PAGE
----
Since 1976, every United States president has officially declared February Black History Month. However, the idea to celebrate African Americans and their contributions to the United States started much earlier. In 1915, Carter G. Woodson, a Harvard trained Historian, traveled from Chicago, Illinois to Washington, D.C. to take part in the national celebration of the fiftieth anniversary of the emancipation of African American slaves. At the celebration, Woodson observed the thousands of people who had traveled to see exhibits highlighting the progress of African Americans since the end of the Civil War. The celebration lasted three weeks, and inspired by the immense turnout, Woodson decided to form an organization that would promote the scientific study of black life and history. On September 9, 1915, before leaving Washington, D.C., Woodson met with four others and formed the Association of Negro Life and History (ASNLH).
In 1916, Woodson founded The Journal of Negro History and hoped that others would join him in spreading the word about the findings he and other prominent African Americans were publishing in the journal. Part of his mission to spread the message of Black achievement included asking his Omega Psi Phi fraternity brothers to help him. They responded by creating Negro History and Literature Week, later renamed Negro Achievement week. While the work Omega Psi Phi was significant, Woodson desired a greater impact and thought that the ASNLH should take an more active role. In fulfillment of this desire, Woodson sent out a press release in February of 1926 announcing Negro History Week.
Woodson chose February specifically since it was already tied to celebrations focusing on Frederick Douglass's and Abraham Lincoln's birthdays. Woodson knew that by choosing a month in which the African American community were already celebrating he would have greater success. Woodson was also interested in moving the celebrations away from what he called "great men" to the entire community. Instead of focusing on a couple of people Woodson wanted to focus on the Black community as a whole and the contributions that countess African American men and women had made to the United States.
The 1920s was known at the time as the decade of the New Negro, due to the raising racial pride and consciousness that was developed by the post-WWI generation. As urbanization and industrialization increased, African Americans began to move from rural areas in the south into the bigger, expanding cities of the north. This migration, combined with urbanization and industrialization, helped to expand the Black middle class. This increasing Black middle class became consumers of Black culture and literature and created Black history clubs. It was in this cultural flourishing that Woodson and the ASNHL received an overwhelming response to their call to celebrate African Americans.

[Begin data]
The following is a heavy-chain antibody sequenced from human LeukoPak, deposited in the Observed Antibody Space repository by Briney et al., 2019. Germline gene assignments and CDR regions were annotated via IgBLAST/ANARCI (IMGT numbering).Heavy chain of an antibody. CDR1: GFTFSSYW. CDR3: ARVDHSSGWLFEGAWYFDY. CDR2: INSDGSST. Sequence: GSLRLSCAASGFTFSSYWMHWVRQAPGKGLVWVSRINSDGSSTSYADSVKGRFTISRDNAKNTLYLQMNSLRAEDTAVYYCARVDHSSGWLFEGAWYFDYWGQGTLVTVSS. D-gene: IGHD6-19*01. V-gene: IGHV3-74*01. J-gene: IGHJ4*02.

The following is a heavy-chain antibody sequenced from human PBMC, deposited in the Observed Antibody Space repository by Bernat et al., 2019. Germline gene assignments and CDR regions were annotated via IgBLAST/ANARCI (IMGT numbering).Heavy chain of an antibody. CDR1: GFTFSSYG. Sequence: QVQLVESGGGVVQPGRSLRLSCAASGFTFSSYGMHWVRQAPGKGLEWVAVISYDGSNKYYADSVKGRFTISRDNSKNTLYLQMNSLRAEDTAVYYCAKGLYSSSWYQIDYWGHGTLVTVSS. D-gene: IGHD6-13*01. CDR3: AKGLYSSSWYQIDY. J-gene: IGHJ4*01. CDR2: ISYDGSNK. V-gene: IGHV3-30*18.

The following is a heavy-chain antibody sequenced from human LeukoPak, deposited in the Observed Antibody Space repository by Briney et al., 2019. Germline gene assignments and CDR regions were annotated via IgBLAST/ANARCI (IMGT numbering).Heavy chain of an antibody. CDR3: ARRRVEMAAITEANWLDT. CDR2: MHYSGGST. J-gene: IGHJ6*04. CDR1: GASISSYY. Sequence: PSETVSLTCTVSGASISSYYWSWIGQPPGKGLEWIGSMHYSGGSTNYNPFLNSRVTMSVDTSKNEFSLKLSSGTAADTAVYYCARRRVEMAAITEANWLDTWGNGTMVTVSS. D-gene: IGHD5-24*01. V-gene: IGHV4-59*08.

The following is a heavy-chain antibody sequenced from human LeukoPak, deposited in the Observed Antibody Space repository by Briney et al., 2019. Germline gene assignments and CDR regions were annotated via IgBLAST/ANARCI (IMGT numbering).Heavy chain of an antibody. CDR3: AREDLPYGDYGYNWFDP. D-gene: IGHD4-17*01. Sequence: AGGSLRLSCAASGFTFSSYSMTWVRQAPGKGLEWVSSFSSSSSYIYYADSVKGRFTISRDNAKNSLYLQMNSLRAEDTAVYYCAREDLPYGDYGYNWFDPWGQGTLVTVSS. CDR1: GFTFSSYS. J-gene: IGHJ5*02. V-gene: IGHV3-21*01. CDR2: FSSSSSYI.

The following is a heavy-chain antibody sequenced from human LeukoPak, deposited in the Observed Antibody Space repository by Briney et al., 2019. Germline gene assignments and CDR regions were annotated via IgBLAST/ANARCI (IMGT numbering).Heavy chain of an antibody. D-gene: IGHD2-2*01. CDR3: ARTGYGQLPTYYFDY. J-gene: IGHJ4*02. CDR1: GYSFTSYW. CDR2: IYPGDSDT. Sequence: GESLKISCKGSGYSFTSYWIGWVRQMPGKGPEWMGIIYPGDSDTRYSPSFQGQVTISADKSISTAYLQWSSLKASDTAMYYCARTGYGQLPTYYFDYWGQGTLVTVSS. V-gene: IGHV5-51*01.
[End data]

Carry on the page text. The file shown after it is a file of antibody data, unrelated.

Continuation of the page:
Teachers and Black history clubs created a demand for instruction materials and Woodson responded by setting a theme each year for the national celebration and provided study materials, lesson plans, plays, and posters highlighting important peoples and events. Many high schools created Negro History Clubs and the ASNLH branches were formed Across the United States. As Black populations grew, mayors issued Negro History Week proclamations.
In the 1940s, the Black community began to slowly expand the study of Black history and Black history celebrations to the public. African Americans wanted to include African American history as part of school curriculum and not just as a supplement to United States history. The 1940s also saw some communities celebrating the full month of February, not just a week. By the 1960s, Negro History Week had evolved into Black History Month on many college campuses. Since 1976, every American president has designated February as Black History Month.
(Adapted from UNLV - Black History Month Resources)